The Supreme Court's recent decision saying that the federal government can prosecute those using marijuana for medical purposes, even when state laws permit such use, has been seen by many as an issue of being for or against marijuana. But the real significance of this decision has little to do with marijuana and everything to do with the kind of government that we, our children, and our children's children are going to live under.
The 10th Amendment to the Constitution says that all powers not granted to the federal government belong to the states or to the people.
Those who wrote the Constitution clearly understood that power is dangerous and needs to be limited by being separated -- separated not only into the three branches of the national government but also separated as between the whole national government, on the one hand, and the states and the people on the other.
Too many people today judge court decisions by whether the court is "for" or "against" this or that policy. It is not the court's job to be for or against any policy but to apply the law.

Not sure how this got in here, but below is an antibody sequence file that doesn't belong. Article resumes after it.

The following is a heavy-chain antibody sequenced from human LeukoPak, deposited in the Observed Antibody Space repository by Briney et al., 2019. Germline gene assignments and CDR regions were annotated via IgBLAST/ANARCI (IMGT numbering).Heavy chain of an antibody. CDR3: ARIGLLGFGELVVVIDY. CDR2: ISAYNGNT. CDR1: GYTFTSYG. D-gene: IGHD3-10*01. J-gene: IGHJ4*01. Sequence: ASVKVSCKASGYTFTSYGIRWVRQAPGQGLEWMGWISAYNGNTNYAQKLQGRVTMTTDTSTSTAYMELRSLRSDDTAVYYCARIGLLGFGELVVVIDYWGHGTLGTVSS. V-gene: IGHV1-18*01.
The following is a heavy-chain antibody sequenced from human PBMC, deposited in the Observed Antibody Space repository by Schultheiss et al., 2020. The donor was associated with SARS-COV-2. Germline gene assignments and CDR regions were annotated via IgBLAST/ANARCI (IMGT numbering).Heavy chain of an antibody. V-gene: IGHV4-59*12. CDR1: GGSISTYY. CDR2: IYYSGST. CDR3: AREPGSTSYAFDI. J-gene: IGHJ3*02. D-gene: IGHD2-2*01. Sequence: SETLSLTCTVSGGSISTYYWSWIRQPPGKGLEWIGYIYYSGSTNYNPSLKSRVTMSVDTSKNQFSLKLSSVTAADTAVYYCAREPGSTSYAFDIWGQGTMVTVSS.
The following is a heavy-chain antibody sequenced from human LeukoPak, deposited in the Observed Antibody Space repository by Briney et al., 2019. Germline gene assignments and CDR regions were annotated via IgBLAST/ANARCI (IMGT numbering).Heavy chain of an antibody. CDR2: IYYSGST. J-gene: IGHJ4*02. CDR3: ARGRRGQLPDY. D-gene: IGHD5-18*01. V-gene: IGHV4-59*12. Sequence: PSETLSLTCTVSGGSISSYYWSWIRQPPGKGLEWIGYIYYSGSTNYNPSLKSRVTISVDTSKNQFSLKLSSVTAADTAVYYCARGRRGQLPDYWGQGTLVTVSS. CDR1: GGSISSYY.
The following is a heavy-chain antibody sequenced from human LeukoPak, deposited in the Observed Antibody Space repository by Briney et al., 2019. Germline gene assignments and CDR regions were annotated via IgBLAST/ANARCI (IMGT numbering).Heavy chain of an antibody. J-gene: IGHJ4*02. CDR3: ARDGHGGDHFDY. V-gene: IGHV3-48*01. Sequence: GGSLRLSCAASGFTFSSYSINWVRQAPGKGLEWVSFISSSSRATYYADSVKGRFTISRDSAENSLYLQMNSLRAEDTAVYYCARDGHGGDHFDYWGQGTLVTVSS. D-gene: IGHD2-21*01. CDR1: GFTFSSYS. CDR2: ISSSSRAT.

The question before the Supreme Court was not whether allowing the medicinal use of marijuana was a good policy or a bad policy. The legal question was whether Congress had the authority under the Constitution to regulate something that happened entirely within the boundaries of a given state.
For decades, judges have allowed the federal government to expand its powers by saying that it was authorized by the Constitution to regulate "interstate commerce." But how can something that happens entirely within the borders of one state be called "interstate commerce"?
Back in 1942, the Supreme Court authorized the vastly expanded powers of the federal government under Franklin D. Roosevelt's administration by declaring that a man who grew food for himself on his own land was somehow "affecting" prices of goods in interstate commerce and so the federal government had a right to regulate him.
Stretching and straining the law this way means that anything the federal government wants to do can be given the magic label "interstate commerce" -- and the limits on federal power under the 10th Amendment vanish into thin air.
Judicial activists love to believe that they can apply the law in a "nuanced" way, allowing the federal government to regulate some activities that do not cross state lines but not others. The problem is that Justice Sandra Day O'Connor's nuances are different from Justice Antonin Scalia's nuances -- not only in the medical marijuana case but in numerous other cases.